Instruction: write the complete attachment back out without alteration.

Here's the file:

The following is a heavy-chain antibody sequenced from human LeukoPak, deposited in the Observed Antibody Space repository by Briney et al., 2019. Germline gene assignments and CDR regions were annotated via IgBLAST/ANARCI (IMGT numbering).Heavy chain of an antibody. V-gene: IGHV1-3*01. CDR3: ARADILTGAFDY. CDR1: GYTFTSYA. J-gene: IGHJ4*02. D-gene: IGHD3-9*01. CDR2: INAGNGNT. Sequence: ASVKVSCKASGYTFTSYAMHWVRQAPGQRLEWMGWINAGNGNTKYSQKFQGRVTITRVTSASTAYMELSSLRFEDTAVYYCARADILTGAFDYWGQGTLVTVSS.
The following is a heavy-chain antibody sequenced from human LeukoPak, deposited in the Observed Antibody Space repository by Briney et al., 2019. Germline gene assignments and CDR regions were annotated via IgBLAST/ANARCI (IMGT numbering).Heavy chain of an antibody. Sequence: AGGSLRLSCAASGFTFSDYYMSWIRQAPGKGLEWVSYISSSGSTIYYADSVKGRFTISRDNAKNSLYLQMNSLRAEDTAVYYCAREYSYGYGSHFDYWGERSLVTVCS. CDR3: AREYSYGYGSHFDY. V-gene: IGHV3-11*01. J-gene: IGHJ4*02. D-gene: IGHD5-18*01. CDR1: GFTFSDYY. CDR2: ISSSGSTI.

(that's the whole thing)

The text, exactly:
The following is a heavy-chain antibody sequenced from human LeukoPak, deposited in the Observed Antibody Space repository by Briney et al., 2019. Germline gene assignments and CDR regions were annotated via IgBLAST/ANARCI (IMGT numbering).Heavy chain of an antibody. V-gene: IGHV1-3*01. CDR3: ARADILTGAFDY. CDR1: GYTFTSYA. J-gene: IGHJ4*02. D-gene: IGHD3-9*01. CDR2: INAGNGNT. Sequence: ASVKVSCKASGYTFTSYAMHWVRQAPGQRLEWMGWINAGNGNTKYSQKFQGRVTITRVTSASTAYMELSSLRFEDTAVYYCARADILTGAFDYWGQGTLVTVSS.
The following is a heavy-chain antibody sequenced from human LeukoPak, deposited in the Observed Antibody Space repository by Briney et al., 2019. Germline gene assignments and CDR regions were annotated via IgBLAST/ANARCI (IMGT numbering).Heavy chain of an antibody. Sequence: AGGSLRLSCAASGFTFSDYYMSWIRQAPGKGLEWVSYISSSGSTIYYADSVKGRFTISRDNAKNSLYLQMNSLRAEDTAVYYCAREYSYGYGSHFDYWGERSLVTVCS. CDR3: AREYSYGYGSHFDY. V-gene: IGHV3-11*01. J-gene: IGHJ4*02. D-gene: IGHD5-18*01. CDR1: GFTFSDYY. CDR2: ISSSGSTI.